U.S. deports its last known Nazi collaborator

Early Tuesday morning, the United States deported a former Nazi prison guard to Germany.

US Immigration and Customs Enforcement officials removed Jakiw Palij from his home in Queens, New York, 14 years after

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“President Trump commends his administration’s comprehensive actions, especially ICE’s actions, in removing this war criminal from US soil,” the White House press secretary said in a statement issued Tuesday. “Palij had lied about being a Nazi and remained in the United States for decades. Palij’s removal sends a strong message: The United States will not tolerate those who facilitated Nazi crimes and other human rights violations, and they will not find a safe haven on American soil.”

The White House said that Germany agreed to accept Palij “through extensive negotiations.”

Palij, who is 95, is believed to be the last-known Nazi collaborator living in the United States. He arrived in the US in 1949, and was granted citizenship in 1957. After his wartime history was uncovered, Palij was stripped of his citizenship and was ordered deported by a US judge. But the order was not carried out for years, in large part because no other country agreed to take him.

In the past, Germany repeatedly stated that it would not accept Palij, since he was not a German citizen. Palij was born in Poland and served as a guard at the Trawniki forced labor camp in Nazi-occupied Poland. According to the US Holocaust Memorial Museum, in November 1943, at least 6,000 Jewish inmates of the camp were shot to death in one day by guards.

Many New York officials worked for years to have Palij deported. New York State Assemblyman Dov Hikind held regular protests outside Palij’s home in Queens, as did other local Jewish groups.

In November, a Trump administration official promised Hikind that it would “pursue every avenue” in removing Palij from the country.
On Tuesday, the assemblyman praised Trump for his efforts.

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“I never gave up on this issue because Palij’s presence here mocked the memory of the millions who perished,” Hikind said. “There was no question of his guilt. It was imperative that someone responsible for Nazi atrocities be held accountable for his crimes. While his victims can no longer seek justice, I am delighted that our president’s administration took it upon themselves to deliver justice.”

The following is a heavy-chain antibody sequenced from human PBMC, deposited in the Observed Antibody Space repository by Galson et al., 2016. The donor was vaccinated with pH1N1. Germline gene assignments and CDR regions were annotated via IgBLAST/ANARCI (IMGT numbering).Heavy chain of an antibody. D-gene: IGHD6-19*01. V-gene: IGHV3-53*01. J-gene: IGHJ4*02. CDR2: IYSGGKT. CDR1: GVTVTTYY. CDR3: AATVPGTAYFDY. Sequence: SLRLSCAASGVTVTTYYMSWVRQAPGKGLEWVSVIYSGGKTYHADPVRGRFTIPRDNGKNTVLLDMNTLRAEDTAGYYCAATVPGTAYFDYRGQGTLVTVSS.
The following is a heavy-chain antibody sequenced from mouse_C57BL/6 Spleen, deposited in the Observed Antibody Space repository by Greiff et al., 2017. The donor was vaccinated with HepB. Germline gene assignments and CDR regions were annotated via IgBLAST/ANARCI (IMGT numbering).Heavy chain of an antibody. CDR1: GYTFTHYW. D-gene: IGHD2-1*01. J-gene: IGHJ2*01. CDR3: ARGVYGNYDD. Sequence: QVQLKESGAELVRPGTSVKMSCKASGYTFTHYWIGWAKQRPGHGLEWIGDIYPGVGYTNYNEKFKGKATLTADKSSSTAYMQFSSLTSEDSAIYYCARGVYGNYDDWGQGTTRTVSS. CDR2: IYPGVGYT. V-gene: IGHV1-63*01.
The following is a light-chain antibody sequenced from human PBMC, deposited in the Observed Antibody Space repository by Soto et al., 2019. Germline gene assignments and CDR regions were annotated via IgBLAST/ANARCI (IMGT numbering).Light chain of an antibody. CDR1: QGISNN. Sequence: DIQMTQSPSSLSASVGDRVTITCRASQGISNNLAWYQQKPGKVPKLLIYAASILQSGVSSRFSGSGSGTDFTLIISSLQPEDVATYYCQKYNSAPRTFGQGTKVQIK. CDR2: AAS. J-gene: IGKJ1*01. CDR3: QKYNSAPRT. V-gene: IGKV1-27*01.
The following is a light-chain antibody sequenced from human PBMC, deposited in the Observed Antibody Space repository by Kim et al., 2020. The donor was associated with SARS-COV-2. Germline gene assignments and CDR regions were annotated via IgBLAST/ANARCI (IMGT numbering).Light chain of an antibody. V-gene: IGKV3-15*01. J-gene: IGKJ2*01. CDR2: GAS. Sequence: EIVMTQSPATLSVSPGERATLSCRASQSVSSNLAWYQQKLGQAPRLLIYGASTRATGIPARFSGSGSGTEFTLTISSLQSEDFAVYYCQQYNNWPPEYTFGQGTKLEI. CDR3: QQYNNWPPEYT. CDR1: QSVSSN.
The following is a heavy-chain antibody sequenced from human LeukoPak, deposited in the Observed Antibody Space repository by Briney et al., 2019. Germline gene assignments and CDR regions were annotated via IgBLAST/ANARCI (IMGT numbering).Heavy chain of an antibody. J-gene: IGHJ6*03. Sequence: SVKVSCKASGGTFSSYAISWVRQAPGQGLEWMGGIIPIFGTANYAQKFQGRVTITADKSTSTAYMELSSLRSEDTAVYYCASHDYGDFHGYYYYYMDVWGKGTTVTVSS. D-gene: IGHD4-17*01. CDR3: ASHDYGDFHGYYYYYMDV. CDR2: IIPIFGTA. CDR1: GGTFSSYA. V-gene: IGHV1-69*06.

The Simon Wiesenthal Center also welcomed the deportation on Tuesday.

“The United States officials involved in this case, and especially OSI Director Eli M. Rosenbaum, deserve enormous credit for their unflagging efforts to have Palij removed from the United States,” said the Wiesenthal Center’s Efraim Zuroff on Tuesday.
“A14-year-long campaign has finally been crowned with success. Trawniki guards do not deserve the privilege of living in the United States and that was finally achieved last night.”

Sen. Chuck Schumer (D-NY) told ABC News on Tuesday that he was glad to hear the news.

“I’m glad this man is finally being sent back,” Schumer said. “He’s a war criminal and did not deserve to live in the US. He doesn’t deserve to die in the US, a place of freedom and equality where we respect each other’s differences.”

Paul Packer, chairman of the Commission for the Preservation of America’s Heritage Abroad, thanked the president and US Ambassador to Germany Richard Grenell for “proving that justice and righteousness will prevail over hatred and evil.”

“Yesterday’s arrest is a stark reminder of the horrors of the Holocaust, at a time when antisemitism is on the rise and Holocaust denial is flourishing unfettered on social media platforms like Facebook,” Packer said. “While we solemnly appreciate the president’s unwavering pursuit of justice, we must also remember to heed one of the great lessons of the Holocaust: never to stand idly by when we observe cultural or religious intolerance.”